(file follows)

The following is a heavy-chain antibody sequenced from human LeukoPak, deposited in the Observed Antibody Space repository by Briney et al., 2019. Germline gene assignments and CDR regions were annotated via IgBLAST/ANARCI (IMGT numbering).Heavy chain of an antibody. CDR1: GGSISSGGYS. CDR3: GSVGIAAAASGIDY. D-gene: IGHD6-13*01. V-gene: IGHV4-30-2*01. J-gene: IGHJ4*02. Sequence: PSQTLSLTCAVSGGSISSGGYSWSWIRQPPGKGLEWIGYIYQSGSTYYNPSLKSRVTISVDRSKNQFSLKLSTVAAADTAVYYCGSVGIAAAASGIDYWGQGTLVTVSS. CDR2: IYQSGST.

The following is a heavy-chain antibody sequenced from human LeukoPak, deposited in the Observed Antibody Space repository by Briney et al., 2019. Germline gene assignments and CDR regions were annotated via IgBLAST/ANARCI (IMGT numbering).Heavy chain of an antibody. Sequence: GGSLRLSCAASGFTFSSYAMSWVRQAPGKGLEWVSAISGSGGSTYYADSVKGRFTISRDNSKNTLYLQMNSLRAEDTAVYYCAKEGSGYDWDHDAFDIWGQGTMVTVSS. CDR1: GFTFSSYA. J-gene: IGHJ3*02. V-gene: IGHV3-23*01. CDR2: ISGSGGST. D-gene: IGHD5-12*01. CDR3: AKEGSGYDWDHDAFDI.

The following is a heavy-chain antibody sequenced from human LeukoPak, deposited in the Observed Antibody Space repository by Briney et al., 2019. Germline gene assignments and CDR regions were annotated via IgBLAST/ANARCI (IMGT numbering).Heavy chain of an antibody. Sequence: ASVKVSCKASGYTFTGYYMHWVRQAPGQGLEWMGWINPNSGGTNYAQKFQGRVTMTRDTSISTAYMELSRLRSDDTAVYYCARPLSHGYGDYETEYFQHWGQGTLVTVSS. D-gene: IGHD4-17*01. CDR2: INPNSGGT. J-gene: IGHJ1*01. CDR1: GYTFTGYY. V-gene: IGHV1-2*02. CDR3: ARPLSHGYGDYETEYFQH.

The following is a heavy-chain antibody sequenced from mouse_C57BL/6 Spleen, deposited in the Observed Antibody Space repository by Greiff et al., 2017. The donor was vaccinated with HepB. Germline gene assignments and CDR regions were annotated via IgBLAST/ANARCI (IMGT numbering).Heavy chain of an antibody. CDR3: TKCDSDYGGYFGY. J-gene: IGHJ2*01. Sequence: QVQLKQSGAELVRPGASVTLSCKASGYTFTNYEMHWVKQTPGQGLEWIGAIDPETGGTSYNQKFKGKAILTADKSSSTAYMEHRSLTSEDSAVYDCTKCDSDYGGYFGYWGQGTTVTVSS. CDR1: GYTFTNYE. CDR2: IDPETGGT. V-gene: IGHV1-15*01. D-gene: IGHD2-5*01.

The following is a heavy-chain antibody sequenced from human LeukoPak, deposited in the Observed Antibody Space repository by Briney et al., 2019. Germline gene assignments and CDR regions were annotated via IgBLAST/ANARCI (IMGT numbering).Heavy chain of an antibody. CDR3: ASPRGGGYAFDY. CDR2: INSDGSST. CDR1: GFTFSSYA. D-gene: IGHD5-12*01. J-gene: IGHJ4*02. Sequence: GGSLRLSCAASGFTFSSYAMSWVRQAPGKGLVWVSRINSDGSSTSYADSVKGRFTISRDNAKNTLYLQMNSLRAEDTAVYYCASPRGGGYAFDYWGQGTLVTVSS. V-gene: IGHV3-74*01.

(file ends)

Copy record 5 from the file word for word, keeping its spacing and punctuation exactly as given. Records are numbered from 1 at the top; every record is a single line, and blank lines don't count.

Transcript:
The following is a heavy-chain antibody sequenced from human LeukoPak, deposited in the Observed Antibody Space repository by Briney et al., 2019. Germline gene assignments and CDR regions were annotated via IgBLAST/ANARCI (IMGT numbering).Heavy chain of an antibody. CDR3: ASPRGGGYAFDY. CDR2: INSDGSST. CDR1: GFTFSSYA. D-gene: IGHD5-12*01. J-gene: IGHJ4*02. Sequence: GGSLRLSCAASGFTFSSYAMSWVRQAPGKGLVWVSRINSDGSSTSYADSVKGRFTISRDNAKNTLYLQMNSLRAEDTAVYYCASPRGGGYAFDYWGQGTLVTVSS. V-gene: IGHV3-74*01.